25 Aug

The secret to successful project implementation

Starting a new project can be extremely exciting. The thought of getting your teeth stuck into a new venture can literally motivate you to get up and out of bed in the morning. It may even get the creative juices flowing after a dry uncreative spell.
The reality of new projects
The thing about new projects or introducing something new into your life, personal or business, is that it is new. It doesn’t have a place yet in your daily routine.
So after all the excitement and day-dreaming of what you could achieve with this new idea it comes down to asking the realistic question. How will this new pursuit fit into your already hectic life?  And unless you are a hermit living off grid, you do have a full and busy life.
 Making your new project work
How do you achieve this merging of something new into your schedule?
Before we get to the answer, first answer this question. Have you ever tried to add more water into a already full glass of water? Well the logical answer is no and why would you? The glass is already full. By adding in the extra water, it will just overflow.
So why try to do that in your own life? Fill your own already full glass with more “water”? Add more stuff to your already chaotic to-do list?
The secret to not letting the water overflow from your glass, is that you need to take something out of your life first. Remove an existing project from your routine in order to make room and time for the new, exciting venture.
Making space for new ventures
That does seem like a hard ask. What would you give up in order to make room for something new?
By introducing something new into your life you’ll need to spend time, energy, efforts and money on “making it happen”. If you jump in, boots and all, without considering the consequences of how this new project will affect your existing life and lifestyle you will either fail, develop a hatred for the project, or you will lose out on something else in your life. Rather set yourself up for success from the beginning than walk into failure. Rather be in control of the letting go than be forced to unwillingly let go in a pressured situation.
So before adding the extra water into the glass, ask yourself:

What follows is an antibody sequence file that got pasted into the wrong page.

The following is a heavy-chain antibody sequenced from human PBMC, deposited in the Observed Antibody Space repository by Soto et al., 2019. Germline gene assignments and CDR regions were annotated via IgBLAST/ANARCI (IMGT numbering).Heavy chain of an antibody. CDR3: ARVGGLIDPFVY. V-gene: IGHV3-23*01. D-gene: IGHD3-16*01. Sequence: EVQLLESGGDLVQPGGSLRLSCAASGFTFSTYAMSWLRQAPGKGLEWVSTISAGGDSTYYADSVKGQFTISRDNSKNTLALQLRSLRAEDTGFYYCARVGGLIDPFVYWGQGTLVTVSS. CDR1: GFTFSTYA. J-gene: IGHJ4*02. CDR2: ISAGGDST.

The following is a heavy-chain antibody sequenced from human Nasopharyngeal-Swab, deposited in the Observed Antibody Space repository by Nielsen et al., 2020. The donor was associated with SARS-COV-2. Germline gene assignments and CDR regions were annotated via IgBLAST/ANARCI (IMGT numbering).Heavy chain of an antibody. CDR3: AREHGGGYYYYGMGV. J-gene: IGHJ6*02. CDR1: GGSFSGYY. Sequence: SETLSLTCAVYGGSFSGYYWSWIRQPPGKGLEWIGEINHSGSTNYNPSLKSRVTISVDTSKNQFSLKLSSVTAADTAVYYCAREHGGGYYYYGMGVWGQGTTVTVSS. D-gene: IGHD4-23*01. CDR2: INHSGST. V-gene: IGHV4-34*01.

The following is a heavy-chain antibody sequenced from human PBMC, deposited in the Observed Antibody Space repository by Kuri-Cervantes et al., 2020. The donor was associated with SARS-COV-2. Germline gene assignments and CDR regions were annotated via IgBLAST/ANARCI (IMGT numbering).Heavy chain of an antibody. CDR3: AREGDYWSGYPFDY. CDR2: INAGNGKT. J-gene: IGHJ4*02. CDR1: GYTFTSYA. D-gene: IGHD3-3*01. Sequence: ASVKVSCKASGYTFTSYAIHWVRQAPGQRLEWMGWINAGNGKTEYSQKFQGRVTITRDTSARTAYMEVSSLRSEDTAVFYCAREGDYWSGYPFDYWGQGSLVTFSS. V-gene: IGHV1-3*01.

1) What am I happy to give up on to allow for this new project to become successful.
2) What am I not enjoying in my life that can be removed to make place for my new project?
3) If I cannot remove something from my life, what resources do I need to make things work?
4) If I don’t remove something from my routine and I don’t bring in additional resources to assist, what will happen?
 If you are going to spend time, money and energy on a new project, make sure you set yourself up to win from the very beginning.
Need some assistance? Contact me nicole@tikumu.co.nz for professional business coaching.
11 Jun

The secret to working smarter, not harder

I am sure you have heard the saying “If you want something done properly you have to do it yourself”. Have you noticed people’s reactions to this saying? Most of them smile, nod, agree whole heartedly and recall stories of undergoing huge personal sacrifices in their own heroic efforts of implementing a project single-handedly . This behaviour is somehow seen  as acceptable and even admired.

What is wrong with this picture? Have we been so severely brainwashed to think that to be seen as productive, successful members of society, we have to be totally self-sufficient in our lives, and that asking for help is a sign of weakness?

Well, whoever originally said “If you want things done properly you have to do them yourself” should be shot!

We are not islands. We do not function to our optimum on our own. In order to achieve even the most simplest of goals we need to interact with people around us. We need to rely and trust people to do their part. We need to ask people for help.

This topic comes to mind as I see this issue over and over again. The following question is relatively common in a coach’s  tool box and one I personally ask on a regular basis. “What type of resources do you have available to you?” 

People automatically think of resources such as finances, materials, time and knowledge. It is quite interesting that the least common resource listed when asked this question is, people.

If you identify with this type of behaviour try reflecting on the following:

  • If you saw someone else in your situation, what would you suggest they do?

Funny when it is someone else. I am 100% certain that your  immediate advice would be: “Ask for help!” Perhaps we should listen to our own advice?

  • Who benefits from you completing the project single handedly?

I don’t believe  this point needs additional explanation. In this situation, there are no winners. You just end up worked harder.

  • What will you lose if you ask people for help?

Strange but true, but most people want to be asked for help. We have this innate need to help people around us. Our friends, families and even strangers sometimes.

The last two questions I will leave to you to reflect on:

  • How would your life be transformed if you asked people for help?
  • What would you gain if you asked for help?

Overcoming the urge to not ask for help can be hard, but putting your pride and ego aside can be extremely liberating and definitely brings a great sense of relief. You’ll wish you had asked for help earlier.

As Sandeep Jauhar said, “The only mistake you can make is  not asking for help.”